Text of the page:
NEWS: Feb. 10, 2011
Spending | The Nation
Federal Funding Freeze Leaves Agencies Struggling
Federal agencies are resorting to hiring freezes and sharp curtailments of travel, training and information-technology purchases as they struggle to operate under a continuing resolution that holds them to last year's funding levels. Some department heads fear the funding picture may worsen and require staff furloughs.
SBA Chief Sees Program Elimination from Obama Budget
President Obama's forthcoming fiscal 2012 budget proposal will streamline and in some cases eliminate several small-business programs, according to Small Business Administrator Karen Mills.
Public Officials | Arizona
New Courthouse to Be Named
for Federal Judge Slain in Tucson
Congress approved a bill to name a new federal courthouse in Yuma, Ariz., for a senior judge killed in the Tucson shooting rampage last month. Chief Judge John M. Roll was among six people shot to death by a gunman who also wounded 13 others including Congresswoman Gabrielle Giffords.
Virginia Democrats Eye Ex-Governor for Senate
U.S. Sen. James Webb's announcement that he will not run for re-election sent Virginia Democrats scrambling to find a replacement in a turbulent 2012 national landscape. Democrats quickly trained their hopes on former Gov. Timothy M. Kaine.
New York Congressman Resigns over Racy Photo
U.S. Rep. Christopher Lee, a married New York Republican, abruptly resigned after a shirtless photo of himself he e-mailed to a woman he had met through Craigslist, was published on the Internet.
New York Times
Virginia's First Black Chief Justice Dies at 55
Leroy R. Hassell Sr., who rose from segregated Norfolk to become the first black chief justice of the Virginia Supreme Court, died after a lengthy illness at the age of 55.
Finance | California
Governor Cancels Sale of State Buildings
Gov. Jerry Brown pulled the plug on the planned sale of two dozen state office buildings, calling the proposal negotiated by his predecessor, Arnold Schwarzenegger, a raw deal for taxpayers. The transaction would have generated $1.2 billion for the state.
Los Angeles Times
New Jersey, Arizona Get Bad News on Debt Ratings
Standard & Poor's cut New Jersey's bond rating a notch, from AA to AA-minus, due to an unfunded pension shortfall and high debt, while Moody's warned Arizona of a possible downgrade by revising the state's outlook from stable to negative.
Public Workforce | Cook County, Ill.
Prosecutor Lays Off 101 Staffers
A day after State's Attorney Anita Alvarez told the Cook County board that budget cuts would severely impact her office, she issued pink slips to more than 101 office staff members, including administrative assistants, clerks, victim-witness specialists and community outreach coordinators.
Public Services | The Nation
Postal Service Losses Up for First Quarter
The red ink continues to flow at the beleaguered U.S. Postal Service, which recorded a loss of $329 million for the first quarter of fiscal 2011, compared to a loss of $297 million for the same period in FY 2010. Postmaster General Patrick Donahoe said USPS continues to make significant cost reductions and pursues efforts to grow revenue.
Technology | The Nation
State Department Launches Arabic Twitter Feed
The State Department--already pretty good at the social-media thing--is now using Twitter to transmit its thoughts to the Arab world in Arabic. The department is Foggy Bottom is using the address @USAbilAraby, which in English means "USA in Arabic."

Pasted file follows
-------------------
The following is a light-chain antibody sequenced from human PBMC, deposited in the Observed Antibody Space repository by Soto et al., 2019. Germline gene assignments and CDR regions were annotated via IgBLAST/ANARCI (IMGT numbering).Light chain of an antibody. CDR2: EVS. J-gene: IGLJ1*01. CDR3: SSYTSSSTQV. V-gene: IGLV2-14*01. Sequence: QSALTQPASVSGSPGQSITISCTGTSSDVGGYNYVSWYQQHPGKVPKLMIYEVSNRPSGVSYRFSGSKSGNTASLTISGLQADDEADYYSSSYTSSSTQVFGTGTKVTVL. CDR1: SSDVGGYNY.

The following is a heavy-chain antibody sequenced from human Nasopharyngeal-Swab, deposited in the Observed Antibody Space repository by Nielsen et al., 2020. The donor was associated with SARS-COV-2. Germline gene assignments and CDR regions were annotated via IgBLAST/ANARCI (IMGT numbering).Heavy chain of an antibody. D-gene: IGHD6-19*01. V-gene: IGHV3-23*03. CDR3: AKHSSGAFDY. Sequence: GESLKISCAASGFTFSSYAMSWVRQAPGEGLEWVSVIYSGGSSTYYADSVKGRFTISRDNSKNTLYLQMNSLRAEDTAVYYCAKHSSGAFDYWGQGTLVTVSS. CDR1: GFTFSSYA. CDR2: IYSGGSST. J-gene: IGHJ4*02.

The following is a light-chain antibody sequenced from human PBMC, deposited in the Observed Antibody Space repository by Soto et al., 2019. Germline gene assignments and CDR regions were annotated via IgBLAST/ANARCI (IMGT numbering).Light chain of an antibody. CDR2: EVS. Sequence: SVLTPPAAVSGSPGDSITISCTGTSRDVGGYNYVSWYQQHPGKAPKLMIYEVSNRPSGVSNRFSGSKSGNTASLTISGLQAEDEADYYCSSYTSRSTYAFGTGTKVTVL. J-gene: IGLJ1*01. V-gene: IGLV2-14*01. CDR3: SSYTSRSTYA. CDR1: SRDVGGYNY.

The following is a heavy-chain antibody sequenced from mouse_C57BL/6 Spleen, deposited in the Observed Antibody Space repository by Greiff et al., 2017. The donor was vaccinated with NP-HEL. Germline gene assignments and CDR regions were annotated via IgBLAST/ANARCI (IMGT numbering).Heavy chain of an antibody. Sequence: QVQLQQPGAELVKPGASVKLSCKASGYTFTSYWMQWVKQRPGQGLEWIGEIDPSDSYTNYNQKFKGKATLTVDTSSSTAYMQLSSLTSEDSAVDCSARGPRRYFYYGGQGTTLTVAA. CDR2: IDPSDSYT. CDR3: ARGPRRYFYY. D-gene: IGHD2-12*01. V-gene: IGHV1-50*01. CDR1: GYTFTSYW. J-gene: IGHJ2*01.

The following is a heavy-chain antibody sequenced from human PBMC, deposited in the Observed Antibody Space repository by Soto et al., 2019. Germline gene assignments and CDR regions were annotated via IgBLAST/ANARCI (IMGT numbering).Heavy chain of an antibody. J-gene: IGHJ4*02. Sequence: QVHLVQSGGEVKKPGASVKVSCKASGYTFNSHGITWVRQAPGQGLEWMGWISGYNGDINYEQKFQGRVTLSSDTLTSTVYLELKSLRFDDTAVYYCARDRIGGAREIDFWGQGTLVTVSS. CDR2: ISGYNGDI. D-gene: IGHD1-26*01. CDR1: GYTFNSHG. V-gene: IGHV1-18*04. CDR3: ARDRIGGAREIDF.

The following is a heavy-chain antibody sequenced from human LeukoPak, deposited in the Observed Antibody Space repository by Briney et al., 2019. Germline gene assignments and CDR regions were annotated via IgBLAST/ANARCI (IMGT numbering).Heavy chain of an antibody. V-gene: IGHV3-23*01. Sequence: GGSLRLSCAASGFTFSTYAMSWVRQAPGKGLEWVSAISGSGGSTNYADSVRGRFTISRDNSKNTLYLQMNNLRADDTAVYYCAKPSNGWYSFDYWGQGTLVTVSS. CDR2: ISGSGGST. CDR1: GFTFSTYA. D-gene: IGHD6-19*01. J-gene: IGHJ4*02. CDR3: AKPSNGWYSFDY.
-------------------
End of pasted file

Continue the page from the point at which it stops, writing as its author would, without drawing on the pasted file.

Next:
HHS to Fight Medicare Fraud with Medical-Bill Analysis
In an escalating battle against Medicare fraud, the federal Department of Health and Human Services plans this summer to begin computer analysis of medical bills nationwide.
New York City Launches New App Contest
Public voting opened for NYC BigApps 2.0, offering $20,000 in prize money New York City's version of the government application-development contests that have spread across the country.
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“I identify with every woman who has overcome the odds to realize their dream. My past shapes who I am today.”
Tennessee state Rep. Julia Hurley, a freshman Republican legislator elected in a mostly conservative district west of Knoxville, who wrote an article in the current issue of Hooters magazine crediting her experience working in the restaurants known for waitresses' skimpy outfits for her later success in business and politics by making her "strong-willed and eager to become successful"
Knoxville News Sentinel
At least 42%
Percentage of police officers killed in vehicle crashes over the past three decades who were not wearing seat belts or other safety restraints, according to a federal study that followed a report that fatal traffic incidents in 2010 were the leading cause of officer deaths for the 13th straight year
The Veggie Conundrum
Limited kudos go to the U.S. Department of Agriculture, whose latest dietary guidelines are the best to date. We're told to eat less food and more fresh foods; wise advice. The problem, as usual, is that the agency's nutrition experts are at odds with its other mission: to promote our bounty in whatever form its processors make it.
New York Times
Webinar on Green Insights from the New Telework Enhancement Act
Today | 2 p.m. ET
National Association of Secretaries of State
Feb. 11-14 | Washington, D.C.
Conference on Human Capital Management For Defense
Feb. 14-17 | Alexandria, Va.
Conference on Social Media for Government
Feb. 14-17 | Washington, D.C.
Center for American Progress
Presentation on Ending Hunger with State Food Action Plans
Feb. 16, noon-1:15 p.m. ET | Washington, D.C.
>> Full events listings